Steps of Faith is a nonprofit public charity providing prosthetic care, hope, and comfort to amputees needing financial support. The organization helps uninsured and underinsured amputees get the prosthetic limbs they need. Applicants must not be eligible to have any portion of their prosthetic care covered by insurance.
The War Amps serves war amputees and all Canadian amputees.
Ability Online is a Canadian nonprofit organization that provides a social media technology platform for young people with disabilities, and offers equipment grants for qualifying parents on the online community.
Founder and amputee Noelle Lambert helps young amputees obtain specialized prostheses that they are unable to afford so that they will be able to live a more fulfilling life.
Inner Wheel USA provides myoelectric prostheses to children born without or who have lost an arm or hand through disease or accident. The organization provides an avenue for children whose insurance or family circumstances do not allow them to benefit from the latest updated technology.
The Jordan Thomas Foundation provides children affected by limb loss with the prostheses they need throughout childhood and adolescence and serves as a caring resource, advocate, and support system for these children and their parents.
The Limb Kind Foundation helps children with limb loss regain their motivation and determination by providing prostheses free of charge.
The mission of Lost Limbs Foundation is to provide financial assistance to the families of amputee children who need medical and prosthetic assistance.
Variety focuses on multiple unmet needs of children who are sick, disadvantaged, or live with disabilities, and other special needs at a local, national, and international level.
Adult applicants must have completed three 5Ks and have pictures and results from each race. Child applicants must have completed at least one one-mile fun run.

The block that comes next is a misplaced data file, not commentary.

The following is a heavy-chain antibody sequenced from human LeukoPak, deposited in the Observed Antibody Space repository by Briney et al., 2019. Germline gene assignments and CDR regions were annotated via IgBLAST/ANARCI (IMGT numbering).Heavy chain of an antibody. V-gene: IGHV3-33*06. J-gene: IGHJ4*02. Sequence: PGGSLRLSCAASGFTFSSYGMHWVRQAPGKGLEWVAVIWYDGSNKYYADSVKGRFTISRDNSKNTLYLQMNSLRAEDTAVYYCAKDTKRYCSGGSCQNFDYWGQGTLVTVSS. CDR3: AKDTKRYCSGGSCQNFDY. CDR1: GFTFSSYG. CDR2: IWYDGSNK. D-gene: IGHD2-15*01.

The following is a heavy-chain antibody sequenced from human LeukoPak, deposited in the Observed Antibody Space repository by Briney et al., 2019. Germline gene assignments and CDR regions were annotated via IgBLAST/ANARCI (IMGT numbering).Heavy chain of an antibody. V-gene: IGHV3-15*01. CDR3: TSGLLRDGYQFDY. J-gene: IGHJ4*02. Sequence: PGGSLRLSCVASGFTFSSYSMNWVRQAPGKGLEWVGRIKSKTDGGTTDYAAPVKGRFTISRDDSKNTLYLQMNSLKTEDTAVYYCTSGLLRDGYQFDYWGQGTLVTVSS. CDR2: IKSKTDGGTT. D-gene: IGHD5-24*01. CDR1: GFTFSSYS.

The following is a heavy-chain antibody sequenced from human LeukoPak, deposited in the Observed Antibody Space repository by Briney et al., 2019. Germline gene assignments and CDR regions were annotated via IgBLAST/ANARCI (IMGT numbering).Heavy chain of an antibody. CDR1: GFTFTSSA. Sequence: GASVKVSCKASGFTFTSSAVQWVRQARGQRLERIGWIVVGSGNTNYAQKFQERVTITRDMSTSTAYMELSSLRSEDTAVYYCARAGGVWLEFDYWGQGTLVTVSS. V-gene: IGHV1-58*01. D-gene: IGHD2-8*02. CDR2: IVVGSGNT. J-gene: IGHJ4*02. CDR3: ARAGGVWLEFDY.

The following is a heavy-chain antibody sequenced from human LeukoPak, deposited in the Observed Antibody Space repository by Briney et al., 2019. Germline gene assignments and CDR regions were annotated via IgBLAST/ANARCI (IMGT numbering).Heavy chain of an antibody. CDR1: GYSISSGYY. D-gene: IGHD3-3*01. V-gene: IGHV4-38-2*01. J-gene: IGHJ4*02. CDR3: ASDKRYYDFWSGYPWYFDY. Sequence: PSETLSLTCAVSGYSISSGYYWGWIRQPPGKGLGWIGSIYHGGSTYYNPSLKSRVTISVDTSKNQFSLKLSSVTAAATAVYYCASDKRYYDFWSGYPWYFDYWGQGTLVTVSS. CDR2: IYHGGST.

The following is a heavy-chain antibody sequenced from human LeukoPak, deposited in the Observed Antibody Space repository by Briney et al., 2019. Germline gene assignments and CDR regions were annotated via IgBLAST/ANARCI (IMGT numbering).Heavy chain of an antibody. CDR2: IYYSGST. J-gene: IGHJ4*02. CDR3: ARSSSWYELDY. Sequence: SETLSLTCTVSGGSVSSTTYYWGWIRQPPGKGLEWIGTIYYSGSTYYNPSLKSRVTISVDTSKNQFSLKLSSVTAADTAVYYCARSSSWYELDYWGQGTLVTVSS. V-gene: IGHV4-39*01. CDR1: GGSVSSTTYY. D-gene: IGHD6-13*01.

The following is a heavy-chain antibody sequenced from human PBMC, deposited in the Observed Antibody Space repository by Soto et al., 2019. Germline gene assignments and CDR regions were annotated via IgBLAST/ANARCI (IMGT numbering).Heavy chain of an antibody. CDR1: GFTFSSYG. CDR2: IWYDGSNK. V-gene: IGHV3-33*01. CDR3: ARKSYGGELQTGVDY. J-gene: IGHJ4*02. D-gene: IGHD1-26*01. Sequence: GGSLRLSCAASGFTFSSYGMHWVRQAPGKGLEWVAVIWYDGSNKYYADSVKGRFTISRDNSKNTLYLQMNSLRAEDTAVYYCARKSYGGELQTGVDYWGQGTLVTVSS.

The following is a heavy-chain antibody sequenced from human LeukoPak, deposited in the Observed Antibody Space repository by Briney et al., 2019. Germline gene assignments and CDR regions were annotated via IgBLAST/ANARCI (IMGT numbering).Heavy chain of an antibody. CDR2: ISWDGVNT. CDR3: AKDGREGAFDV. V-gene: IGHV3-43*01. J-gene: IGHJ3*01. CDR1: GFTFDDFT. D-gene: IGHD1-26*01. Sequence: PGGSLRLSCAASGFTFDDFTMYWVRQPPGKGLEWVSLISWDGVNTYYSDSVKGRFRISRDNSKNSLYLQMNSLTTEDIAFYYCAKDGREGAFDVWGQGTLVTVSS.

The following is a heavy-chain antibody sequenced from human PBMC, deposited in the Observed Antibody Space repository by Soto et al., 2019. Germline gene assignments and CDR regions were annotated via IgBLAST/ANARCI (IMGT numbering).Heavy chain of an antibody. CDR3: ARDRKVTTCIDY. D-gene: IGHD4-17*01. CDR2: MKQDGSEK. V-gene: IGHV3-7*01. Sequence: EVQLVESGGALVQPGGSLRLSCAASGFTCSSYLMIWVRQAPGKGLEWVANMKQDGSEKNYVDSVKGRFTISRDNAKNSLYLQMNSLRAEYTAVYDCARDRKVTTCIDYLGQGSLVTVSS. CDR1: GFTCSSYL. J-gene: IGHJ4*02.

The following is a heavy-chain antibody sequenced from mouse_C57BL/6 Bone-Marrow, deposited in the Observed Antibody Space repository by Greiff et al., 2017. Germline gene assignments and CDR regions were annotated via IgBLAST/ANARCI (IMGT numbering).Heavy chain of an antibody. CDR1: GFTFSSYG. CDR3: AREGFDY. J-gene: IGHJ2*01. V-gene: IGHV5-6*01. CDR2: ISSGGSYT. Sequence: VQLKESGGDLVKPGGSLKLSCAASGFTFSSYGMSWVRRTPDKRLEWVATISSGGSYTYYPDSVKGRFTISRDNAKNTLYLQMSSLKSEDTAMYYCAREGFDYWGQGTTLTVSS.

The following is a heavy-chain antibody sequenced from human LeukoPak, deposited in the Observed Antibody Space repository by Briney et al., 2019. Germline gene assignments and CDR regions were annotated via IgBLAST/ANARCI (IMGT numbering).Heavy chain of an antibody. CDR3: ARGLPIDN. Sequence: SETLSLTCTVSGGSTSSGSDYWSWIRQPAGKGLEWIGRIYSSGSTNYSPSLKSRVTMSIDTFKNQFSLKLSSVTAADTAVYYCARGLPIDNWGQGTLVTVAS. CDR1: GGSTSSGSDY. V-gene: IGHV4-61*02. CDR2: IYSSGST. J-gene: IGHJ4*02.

Angel City Sports hosts the Paralympic-style Angel City Games and offers year-round clinics and events. Their inventory of adaptive sports equipment can be loaned or rented to individuals who want to get into the game. They also list grant opportunities on their website.
The Challenged Athletes Foundation (CAF) provides opportunities and support to people with physical challenges so they can pursue active lifestyles through physical fitness and competitive athletics. CAF has awarded thousands of grants to individuals with physical challenges to access adaptive sports equipment, training, and competition expenses.
IM ABLE Foundation grants are awarded to individuals with physical, cognitive, and/or behavioral challenges residing in the Mid-Atlantic region, providing adaptive sports gear and group fitness programs. The grants are awarded to applicants who are committed to becoming more active.
Another great resource is your state’s vocational rehabilitation agency, which can pay for wheelchairs, adaptive vehicles, prosthetic devices, etc., for those who need them for their current or future employment.
Visit askearn.org/state-vocational-rehabilitation-agencies to learn more.